The prioress of Veas informs me, that her nuns mention nothing but their sins to their confessor, and by this means they can all finish their confession in half an hour. She tells me she should do the same in all the rest of our convents, adding that, as they consult only her, they enjoy the greatest consolation, and have a tender love for their mother. Your Reverence may tell them, that as I have some experience in matters relating to prayer, why should they seek among others that which perhaps they do not possess? Why not write to me? In this country such a precaution is more necessary than in any other. Tell Sister San Francisco to allow the other Religious to eat meat after Lent is over, and not to let her fast. I should like to know what she means by saying, "God gives her such great strength that she cannot explain herself." What a trouble it is to see her always weeping in presence of the other sisters, who cannot help noticing how often she writes. Endeavour to procure some of her letters, and send them to me: but, above all, give her no hopes of speaking with any other person on the matter, except with our father, otherwise she will be ruined.

Let her know that such language is less understood in Seville than she imagines, although there can be no harm in speaking at confession with Father Acosta.1 Still, I am confident that even this is not so suitable for her as it is for the others. I warmly approve the order given to allow a little more liberty to the nuns at Paterna; but it would have been better not to have begun with anything which they were obliged to observe; for then they would not afterwards have required a dispensation. You have done very well in exhorting them to live up to the rules of the community, for in matters of reform, when people obtain any concession, however small, by force of clamouring, they immediately imagine that they have only to continue in order to obtain everything.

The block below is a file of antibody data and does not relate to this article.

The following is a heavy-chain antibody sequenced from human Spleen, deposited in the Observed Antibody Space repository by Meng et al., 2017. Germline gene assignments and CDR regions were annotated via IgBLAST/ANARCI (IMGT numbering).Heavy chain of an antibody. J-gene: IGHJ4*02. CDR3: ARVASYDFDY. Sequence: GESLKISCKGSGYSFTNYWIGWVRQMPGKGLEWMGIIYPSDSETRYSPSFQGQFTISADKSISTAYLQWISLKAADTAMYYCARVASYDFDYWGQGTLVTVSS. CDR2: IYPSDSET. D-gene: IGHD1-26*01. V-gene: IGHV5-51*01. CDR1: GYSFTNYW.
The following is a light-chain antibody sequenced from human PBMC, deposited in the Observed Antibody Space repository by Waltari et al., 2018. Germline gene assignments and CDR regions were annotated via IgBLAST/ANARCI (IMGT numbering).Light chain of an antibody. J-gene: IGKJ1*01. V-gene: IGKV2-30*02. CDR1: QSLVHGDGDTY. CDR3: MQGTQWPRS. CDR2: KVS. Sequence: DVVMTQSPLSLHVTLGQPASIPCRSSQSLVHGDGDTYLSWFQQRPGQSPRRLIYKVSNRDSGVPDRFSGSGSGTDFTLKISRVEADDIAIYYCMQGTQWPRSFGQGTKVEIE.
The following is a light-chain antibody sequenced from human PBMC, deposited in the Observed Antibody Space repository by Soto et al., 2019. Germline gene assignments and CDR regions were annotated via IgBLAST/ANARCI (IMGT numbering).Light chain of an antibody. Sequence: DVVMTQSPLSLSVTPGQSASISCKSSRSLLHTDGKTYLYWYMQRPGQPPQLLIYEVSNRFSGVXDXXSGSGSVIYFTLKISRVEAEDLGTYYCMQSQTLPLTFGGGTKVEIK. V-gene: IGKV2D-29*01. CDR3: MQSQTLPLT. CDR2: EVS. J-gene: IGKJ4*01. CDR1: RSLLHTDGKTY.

As I am not writing this letter all at once, I know not whether I have forgotten to answer all your inquiries. I send you some bolts, which are like those we have to our choir-grates: I consider it unnecessary they should be finer than ours, though I foresee you will not be pleased with them. But try and conform yourself to the nuns of this convent, who have been no less delicately brought up than yourself. After all, these little bolts are more convenient than any other sort, for I do not know what other kind you mean. The crucifixes are now being made: they will cost about a ducat each.

You will find in this packet the different explanations which have been given of the words which at first I had proposed to my brother, that so he might ask an explanation of them from others. The persons consulted agreed to send their answers to St. Joseph's convent, and to abide by the decision of the Religious there. The bishop, who was present, commanded the answers should be sent to me, and that I was to give my opinion of them. My poor head, however was not in a fit state to read them. Show them to the father-prior and to Nicolao; but you should inform them of all the circumstances connected with them, and that they must not give any judgment till they have read the answers. If possible return them to me, because our father will be will pleased with them, and the Religious of Avila have begged of me to let them see them, though the courier would have to go out of his way.